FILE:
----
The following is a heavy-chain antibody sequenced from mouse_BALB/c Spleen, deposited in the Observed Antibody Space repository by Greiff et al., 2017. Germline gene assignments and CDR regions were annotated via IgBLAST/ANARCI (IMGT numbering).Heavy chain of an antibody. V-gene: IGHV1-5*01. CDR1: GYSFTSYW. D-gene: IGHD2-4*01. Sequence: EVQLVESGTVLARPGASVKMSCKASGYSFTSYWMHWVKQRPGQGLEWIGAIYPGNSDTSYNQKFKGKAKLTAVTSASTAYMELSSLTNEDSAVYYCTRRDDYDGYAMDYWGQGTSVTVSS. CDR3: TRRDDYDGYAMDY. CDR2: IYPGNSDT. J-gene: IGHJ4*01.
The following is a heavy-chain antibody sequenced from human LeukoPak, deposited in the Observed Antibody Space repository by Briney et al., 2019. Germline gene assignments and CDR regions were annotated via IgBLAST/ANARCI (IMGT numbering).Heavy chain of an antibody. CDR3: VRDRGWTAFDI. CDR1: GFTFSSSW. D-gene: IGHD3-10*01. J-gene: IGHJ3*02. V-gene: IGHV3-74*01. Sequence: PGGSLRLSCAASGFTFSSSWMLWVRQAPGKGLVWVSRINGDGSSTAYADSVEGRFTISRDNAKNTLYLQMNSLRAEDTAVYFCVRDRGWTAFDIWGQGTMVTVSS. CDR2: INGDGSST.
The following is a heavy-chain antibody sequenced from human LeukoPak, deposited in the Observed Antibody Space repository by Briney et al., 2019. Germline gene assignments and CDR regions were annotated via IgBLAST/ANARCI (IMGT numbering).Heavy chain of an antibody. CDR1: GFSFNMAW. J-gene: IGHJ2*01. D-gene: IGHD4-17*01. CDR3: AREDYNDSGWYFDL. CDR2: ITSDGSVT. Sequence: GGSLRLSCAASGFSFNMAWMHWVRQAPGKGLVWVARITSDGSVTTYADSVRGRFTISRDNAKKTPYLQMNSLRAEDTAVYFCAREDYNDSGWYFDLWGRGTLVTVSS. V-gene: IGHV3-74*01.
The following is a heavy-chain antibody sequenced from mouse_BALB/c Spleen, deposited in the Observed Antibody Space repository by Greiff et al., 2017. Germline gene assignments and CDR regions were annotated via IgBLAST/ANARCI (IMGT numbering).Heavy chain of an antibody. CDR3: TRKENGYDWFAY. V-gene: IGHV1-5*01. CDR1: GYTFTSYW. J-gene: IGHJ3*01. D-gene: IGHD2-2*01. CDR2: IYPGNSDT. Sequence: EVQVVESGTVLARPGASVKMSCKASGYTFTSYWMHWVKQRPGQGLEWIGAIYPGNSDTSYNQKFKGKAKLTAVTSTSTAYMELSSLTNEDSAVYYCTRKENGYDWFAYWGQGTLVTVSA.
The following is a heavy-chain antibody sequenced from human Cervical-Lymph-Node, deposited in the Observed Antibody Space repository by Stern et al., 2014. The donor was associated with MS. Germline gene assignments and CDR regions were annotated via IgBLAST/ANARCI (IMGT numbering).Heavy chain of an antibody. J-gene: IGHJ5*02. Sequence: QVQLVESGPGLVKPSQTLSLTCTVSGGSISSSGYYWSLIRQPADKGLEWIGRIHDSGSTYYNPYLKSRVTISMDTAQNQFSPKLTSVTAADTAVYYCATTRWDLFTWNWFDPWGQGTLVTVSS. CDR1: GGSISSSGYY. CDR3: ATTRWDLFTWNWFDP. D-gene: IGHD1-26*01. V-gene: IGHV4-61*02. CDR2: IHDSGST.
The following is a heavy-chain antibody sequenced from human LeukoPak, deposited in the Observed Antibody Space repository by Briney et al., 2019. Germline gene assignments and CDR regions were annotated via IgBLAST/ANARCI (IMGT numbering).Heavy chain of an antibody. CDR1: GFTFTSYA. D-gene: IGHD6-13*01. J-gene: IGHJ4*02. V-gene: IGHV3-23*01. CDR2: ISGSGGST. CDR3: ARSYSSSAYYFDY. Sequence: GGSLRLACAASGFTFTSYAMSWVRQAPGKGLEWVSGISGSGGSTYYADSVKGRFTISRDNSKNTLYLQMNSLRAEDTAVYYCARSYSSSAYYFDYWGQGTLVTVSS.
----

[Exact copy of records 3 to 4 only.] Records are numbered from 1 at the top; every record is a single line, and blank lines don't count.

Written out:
The following is a heavy-chain antibody sequenced from human LeukoPak, deposited in the Observed Antibody Space repository by Briney et al., 2019. Germline gene assignments and CDR regions were annotated via IgBLAST/ANARCI (IMGT numbering).Heavy chain of an antibody. CDR1: GFSFNMAW. J-gene: IGHJ2*01. D-gene: IGHD4-17*01. CDR3: AREDYNDSGWYFDL. CDR2: ITSDGSVT. Sequence: GGSLRLSCAASGFSFNMAWMHWVRQAPGKGLVWVARITSDGSVTTYADSVRGRFTISRDNAKKTPYLQMNSLRAEDTAVYFCAREDYNDSGWYFDLWGRGTLVTVSS. V-gene: IGHV3-74*01.
The following is a heavy-chain antibody sequenced from mouse_BALB/c Spleen, deposited in the Observed Antibody Space repository by Greiff et al., 2017. Germline gene assignments and CDR regions were annotated via IgBLAST/ANARCI (IMGT numbering).Heavy chain of an antibody. CDR3: TRKENGYDWFAY. V-gene: IGHV1-5*01. CDR1: GYTFTSYW. J-gene: IGHJ3*01. D-gene: IGHD2-2*01. CDR2: IYPGNSDT. Sequence: EVQVVESGTVLARPGASVKMSCKASGYTFTSYWMHWVKQRPGQGLEWIGAIYPGNSDTSYNQKFKGKAKLTAVTSTSTAYMELSSLTNEDSAVYYCTRKENGYDWFAYWGQGTLVTVSA.